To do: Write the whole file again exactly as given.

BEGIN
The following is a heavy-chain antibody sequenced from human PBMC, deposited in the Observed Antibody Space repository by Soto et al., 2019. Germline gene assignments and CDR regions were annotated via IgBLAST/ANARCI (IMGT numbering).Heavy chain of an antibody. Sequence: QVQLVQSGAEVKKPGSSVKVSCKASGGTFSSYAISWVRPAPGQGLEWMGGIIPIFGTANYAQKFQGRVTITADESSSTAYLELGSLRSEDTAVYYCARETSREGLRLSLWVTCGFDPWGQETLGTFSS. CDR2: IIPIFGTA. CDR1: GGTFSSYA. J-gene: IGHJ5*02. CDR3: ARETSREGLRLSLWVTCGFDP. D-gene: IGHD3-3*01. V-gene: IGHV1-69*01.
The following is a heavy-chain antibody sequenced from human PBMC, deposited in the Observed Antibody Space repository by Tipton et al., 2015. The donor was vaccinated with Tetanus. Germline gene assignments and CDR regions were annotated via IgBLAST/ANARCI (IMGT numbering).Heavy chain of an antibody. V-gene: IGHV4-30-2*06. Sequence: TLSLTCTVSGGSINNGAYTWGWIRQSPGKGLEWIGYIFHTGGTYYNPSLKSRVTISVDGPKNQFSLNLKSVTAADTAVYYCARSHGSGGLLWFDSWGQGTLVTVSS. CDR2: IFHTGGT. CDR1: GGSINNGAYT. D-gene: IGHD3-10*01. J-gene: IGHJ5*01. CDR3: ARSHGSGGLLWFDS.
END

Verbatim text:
The following is a heavy-chain antibody sequenced from human PBMC, deposited in the Observed Antibody Space repository by Soto et al., 2019. Germline gene assignments and CDR regions were annotated via IgBLAST/ANARCI (IMGT numbering).Heavy chain of an antibody. Sequence: QVQLVQSGAEVKKPGSSVKVSCKASGGTFSSYAISWVRPAPGQGLEWMGGIIPIFGTANYAQKFQGRVTITADESSSTAYLELGSLRSEDTAVYYCARETSREGLRLSLWVTCGFDPWGQETLGTFSS. CDR2: IIPIFGTA. CDR1: GGTFSSYA. J-gene: IGHJ5*02. CDR3: ARETSREGLRLSLWVTCGFDP. D-gene: IGHD3-3*01. V-gene: IGHV1-69*01.
The following is a heavy-chain antibody sequenced from human PBMC, deposited in the Observed Antibody Space repository by Tipton et al., 2015. The donor was vaccinated with Tetanus. Germline gene assignments and CDR regions were annotated via IgBLAST/ANARCI (IMGT numbering).Heavy chain of an antibody. V-gene: IGHV4-30-2*06. Sequence: TLSLTCTVSGGSINNGAYTWGWIRQSPGKGLEWIGYIFHTGGTYYNPSLKSRVTISVDGPKNQFSLNLKSVTAADTAVYYCARSHGSGGLLWFDSWGQGTLVTVSS. CDR2: IFHTGGT. CDR1: GGSINNGAYT. D-gene: IGHD3-10*01. J-gene: IGHJ5*01. CDR3: ARSHGSGGLLWFDS.